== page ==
August 31st: Keith Richards, Traffic, Dire Straits, Skid Row, and more ...

On This Day in Rock

1965: During a North American tour, The Beatles played two shows at the Cow Palace in San Francisco, California to a total of 28,700 fans.

1968: The Move, The Pretty Things, The Crazy World Of Aurthur Brown, Orange Bicycle, Jefferson Airplane, Fairport Convention and Tyrannosaurus Rex all appeared at the first Isle Of Wight Festival held over two days. Tickets, 25 shillings, ($3.00).

1968: 'Sunshine Of Your Love' by Cream peaks at Number Five on the pop chart.

1968: 'You Keep Me Hangin' On' by the Vanilla Fudge, a version of the Supremes hit, peaks at Number Six on the pop chart.

1969: During a North American tour, Led Zeppelin appeared at the Texas International Pop Festival in Lewisville. Also on the bill: BB King, The Incredible String Band, Sam & Dave and Janis Joplin.

1971: The Rolling Stones plus the father of Brian Jones, filed a high court writ against ex managers Oldham and Easton. Claiming they made a secret deal with Decca Records in 1963 to deprive the group of royalties.

1973: Goat's Head Soup by the Rolling Stones is released.

1973: 'Live & Let Die' by Paul McCartney & Wings is certified gold.

1974: Rolling Stones guitarist Keith Richards was quoted as saying; 'I gave up drugs when the doctor told me I had six months to live.'

1974: Traffic made their last live performance at the annual UK Reading Festival. Other acts appearing included; Alex Harvey, 10cc, Focus, Steve Harley and Procol Harum. £5.50 for a weekend ticket.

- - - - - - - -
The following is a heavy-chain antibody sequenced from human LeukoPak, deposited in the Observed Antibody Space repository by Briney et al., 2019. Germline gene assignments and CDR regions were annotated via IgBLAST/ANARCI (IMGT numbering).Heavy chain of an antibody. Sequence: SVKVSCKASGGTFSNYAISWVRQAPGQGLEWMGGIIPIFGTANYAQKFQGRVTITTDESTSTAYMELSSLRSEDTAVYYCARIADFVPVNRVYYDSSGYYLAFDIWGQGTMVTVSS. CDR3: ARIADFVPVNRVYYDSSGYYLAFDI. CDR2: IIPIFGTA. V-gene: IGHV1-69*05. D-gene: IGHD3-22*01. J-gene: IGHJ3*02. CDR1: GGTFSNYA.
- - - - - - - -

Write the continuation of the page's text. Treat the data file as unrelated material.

1975: Rod Stewart and the Faces, Loggins & Messina, Fleetwood Mac and Lynyrd Skynyrd all appeared at Balboa Stadium, San Diego, California.

1976: George Harrison was found guilty of 'subconscious plagiarism' of the Ronnie Mack song 'He's So Fine' when writing 'My Sweet Lord'. Earnings from the song were awarded to Mack's estate; The Chiffons then recorded their own version of 'My Sweet Lord'.

1980: During a North American tour, Queen appeared at the Convention Centre, Rochester, New York.

1985: 'Brothers In Arms' by Dire Straits started a nine-week run at No.1 on the US album charts. The album also topped the charts in 25 other countries and went on to sell over 20 million worldwide.

1985: 'Summer Of '69' by Bryan Adams peaks at Number Five on the pop chart.

1989: The Rolling Stones kicked off the Budweiser sponsored 61-date North American 'Steel Wheels' tour at the Veteran's Stadium, Philadelphia.

1990: Jackson Browne, Bonnie Raitt and Stevie Wonder sang 'Amazing Grace' at a memorial service held for guitarist Stevie Ray Vaughan who had been killed in a helicopter crash 4 days earlier.

1991: Guns N' Roses, Skid Row and Nine Inch Nails all appeared at London's Wembley Stadium.

1991: Metallica started a four-week run at No.1 on the US album chart with, 'Metallica'. The album featured ‘Enter Sandman’ ‘Sad But True’, ‘The Unforgiven’ and ‘Nothing Else Matters’ went on to sell over 10 million copies in the US alone.

1991: 'Wind Of Change' by the Scorpions peaks at Number Four on the pop chart.

2006: The Times ran a story on the demands of rock stars when on tour. Ozzy Osbourne insists on an eye, ear, nose and throat doctor at each venue. The Beach Boys require a licensed masseur, Meat Loaf a mask and one small tank of oxygen. David Bowie requests that the dressing room temperature is between 14c and 18c and Paul McCartney must have a large arrangement of white Casablanca lilies in his dressing room. Mick Jagger must have an onstage auto cue with the lyrics to all the songs, it would also tell him the name of the city in which they were performing.

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